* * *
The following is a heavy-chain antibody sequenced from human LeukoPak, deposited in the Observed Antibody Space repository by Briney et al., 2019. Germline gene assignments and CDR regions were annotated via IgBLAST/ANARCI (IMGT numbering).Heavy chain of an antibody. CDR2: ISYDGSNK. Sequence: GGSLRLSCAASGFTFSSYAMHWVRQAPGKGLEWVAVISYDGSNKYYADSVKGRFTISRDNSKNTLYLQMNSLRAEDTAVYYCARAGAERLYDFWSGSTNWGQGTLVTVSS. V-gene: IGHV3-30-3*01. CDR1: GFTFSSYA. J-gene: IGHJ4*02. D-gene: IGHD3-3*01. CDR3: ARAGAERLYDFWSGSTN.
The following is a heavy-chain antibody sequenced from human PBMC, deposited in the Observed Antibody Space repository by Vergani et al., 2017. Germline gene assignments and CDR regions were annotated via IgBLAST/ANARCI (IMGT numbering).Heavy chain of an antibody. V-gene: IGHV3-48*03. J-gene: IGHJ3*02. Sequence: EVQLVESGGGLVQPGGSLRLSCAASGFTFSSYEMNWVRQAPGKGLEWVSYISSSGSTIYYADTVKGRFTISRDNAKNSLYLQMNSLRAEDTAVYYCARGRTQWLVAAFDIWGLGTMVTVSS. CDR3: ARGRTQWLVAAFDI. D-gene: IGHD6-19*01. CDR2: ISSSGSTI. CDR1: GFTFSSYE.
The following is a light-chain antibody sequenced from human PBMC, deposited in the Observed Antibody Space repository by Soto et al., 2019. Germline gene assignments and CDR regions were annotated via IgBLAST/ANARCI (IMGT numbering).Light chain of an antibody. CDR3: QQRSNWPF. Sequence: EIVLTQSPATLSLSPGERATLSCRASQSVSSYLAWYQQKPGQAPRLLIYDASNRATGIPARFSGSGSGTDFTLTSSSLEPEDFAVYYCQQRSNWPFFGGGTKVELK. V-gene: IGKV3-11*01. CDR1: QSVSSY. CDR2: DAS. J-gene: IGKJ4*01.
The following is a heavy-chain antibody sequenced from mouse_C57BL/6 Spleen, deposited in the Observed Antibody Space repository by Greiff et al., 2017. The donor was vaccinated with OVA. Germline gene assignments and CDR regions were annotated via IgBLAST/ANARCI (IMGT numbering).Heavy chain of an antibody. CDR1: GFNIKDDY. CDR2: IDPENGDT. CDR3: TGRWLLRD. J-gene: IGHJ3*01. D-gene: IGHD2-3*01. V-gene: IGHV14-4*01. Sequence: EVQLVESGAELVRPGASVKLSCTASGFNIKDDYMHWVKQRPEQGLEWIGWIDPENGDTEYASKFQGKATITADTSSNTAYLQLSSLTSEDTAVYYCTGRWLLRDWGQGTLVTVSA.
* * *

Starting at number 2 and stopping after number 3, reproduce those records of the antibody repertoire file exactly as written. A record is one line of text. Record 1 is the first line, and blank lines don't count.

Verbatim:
The following is a heavy-chain antibody sequenced from human PBMC, deposited in the Observed Antibody Space repository by Vergani et al., 2017. Germline gene assignments and CDR regions were annotated via IgBLAST/ANARCI (IMGT numbering).Heavy chain of an antibody. V-gene: IGHV3-48*03. J-gene: IGHJ3*02. Sequence: EVQLVESGGGLVQPGGSLRLSCAASGFTFSSYEMNWVRQAPGKGLEWVSYISSSGSTIYYADTVKGRFTISRDNAKNSLYLQMNSLRAEDTAVYYCARGRTQWLVAAFDIWGLGTMVTVSS. CDR3: ARGRTQWLVAAFDI. D-gene: IGHD6-19*01. CDR2: ISSSGSTI. CDR1: GFTFSSYE.
The following is a light-chain antibody sequenced from human PBMC, deposited in the Observed Antibody Space repository by Soto et al., 2019. Germline gene assignments and CDR regions were annotated via IgBLAST/ANARCI (IMGT numbering).Light chain of an antibody. CDR3: QQRSNWPF. Sequence: EIVLTQSPATLSLSPGERATLSCRASQSVSSYLAWYQQKPGQAPRLLIYDASNRATGIPARFSGSGSGTDFTLTSSSLEPEDFAVYYCQQRSNWPFFGGGTKVELK. V-gene: IGKV3-11*01. CDR1: QSVSSY. CDR2: DAS. J-gene: IGKJ4*01.